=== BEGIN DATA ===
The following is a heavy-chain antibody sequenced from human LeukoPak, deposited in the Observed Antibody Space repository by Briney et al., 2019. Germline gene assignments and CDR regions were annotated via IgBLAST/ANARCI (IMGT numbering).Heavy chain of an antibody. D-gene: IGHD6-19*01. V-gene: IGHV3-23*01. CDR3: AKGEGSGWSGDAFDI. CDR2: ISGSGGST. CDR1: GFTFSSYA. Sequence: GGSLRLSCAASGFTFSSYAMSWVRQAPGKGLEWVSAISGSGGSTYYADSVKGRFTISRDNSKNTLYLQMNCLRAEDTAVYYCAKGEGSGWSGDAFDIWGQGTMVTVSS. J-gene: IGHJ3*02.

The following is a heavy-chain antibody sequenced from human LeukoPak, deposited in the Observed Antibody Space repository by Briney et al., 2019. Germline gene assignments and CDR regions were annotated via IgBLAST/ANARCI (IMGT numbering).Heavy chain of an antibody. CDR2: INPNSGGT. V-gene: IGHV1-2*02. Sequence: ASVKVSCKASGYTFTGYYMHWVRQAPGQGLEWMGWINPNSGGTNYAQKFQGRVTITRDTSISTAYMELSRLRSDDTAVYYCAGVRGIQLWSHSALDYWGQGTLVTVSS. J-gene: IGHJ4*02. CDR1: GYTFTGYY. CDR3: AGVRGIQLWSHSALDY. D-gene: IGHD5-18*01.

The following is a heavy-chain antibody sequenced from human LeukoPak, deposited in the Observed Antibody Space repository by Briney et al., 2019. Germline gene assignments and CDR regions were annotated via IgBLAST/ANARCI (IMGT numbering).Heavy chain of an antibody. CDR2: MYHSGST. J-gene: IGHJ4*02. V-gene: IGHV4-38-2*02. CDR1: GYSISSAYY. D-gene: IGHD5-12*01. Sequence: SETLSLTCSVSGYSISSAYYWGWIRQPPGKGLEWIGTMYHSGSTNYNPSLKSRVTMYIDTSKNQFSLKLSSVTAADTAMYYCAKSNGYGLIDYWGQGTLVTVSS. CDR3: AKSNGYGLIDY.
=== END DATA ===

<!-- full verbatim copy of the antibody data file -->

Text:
The following is a heavy-chain antibody sequenced from human LeukoPak, deposited in the Observed Antibody Space repository by Briney et al., 2019. Germline gene assignments and CDR regions were annotated via IgBLAST/ANARCI (IMGT numbering).Heavy chain of an antibody. D-gene: IGHD6-19*01. V-gene: IGHV3-23*01. CDR3: AKGEGSGWSGDAFDI. CDR2: ISGSGGST. CDR1: GFTFSSYA. Sequence: GGSLRLSCAASGFTFSSYAMSWVRQAPGKGLEWVSAISGSGGSTYYADSVKGRFTISRDNSKNTLYLQMNCLRAEDTAVYYCAKGEGSGWSGDAFDIWGQGTMVTVSS. J-gene: IGHJ3*02.

The following is a heavy-chain antibody sequenced from human LeukoPak, deposited in the Observed Antibody Space repository by Briney et al., 2019. Germline gene assignments and CDR regions were annotated via IgBLAST/ANARCI (IMGT numbering).Heavy chain of an antibody. CDR2: INPNSGGT. V-gene: IGHV1-2*02. Sequence: ASVKVSCKASGYTFTGYYMHWVRQAPGQGLEWMGWINPNSGGTNYAQKFQGRVTITRDTSISTAYMELSRLRSDDTAVYYCAGVRGIQLWSHSALDYWGQGTLVTVSS. J-gene: IGHJ4*02. CDR1: GYTFTGYY. CDR3: AGVRGIQLWSHSALDY. D-gene: IGHD5-18*01.

The following is a heavy-chain antibody sequenced from human LeukoPak, deposited in the Observed Antibody Space repository by Briney et al., 2019. Germline gene assignments and CDR regions were annotated via IgBLAST/ANARCI (IMGT numbering).Heavy chain of an antibody. CDR2: MYHSGST. J-gene: IGHJ4*02. V-gene: IGHV4-38-2*02. CDR1: GYSISSAYY. D-gene: IGHD5-12*01. Sequence: SETLSLTCSVSGYSISSAYYWGWIRQPPGKGLEWIGTMYHSGSTNYNPSLKSRVTMYIDTSKNQFSLKLSSVTAADTAMYYCAKSNGYGLIDYWGQGTLVTVSS. CDR3: AKSNGYGLIDY.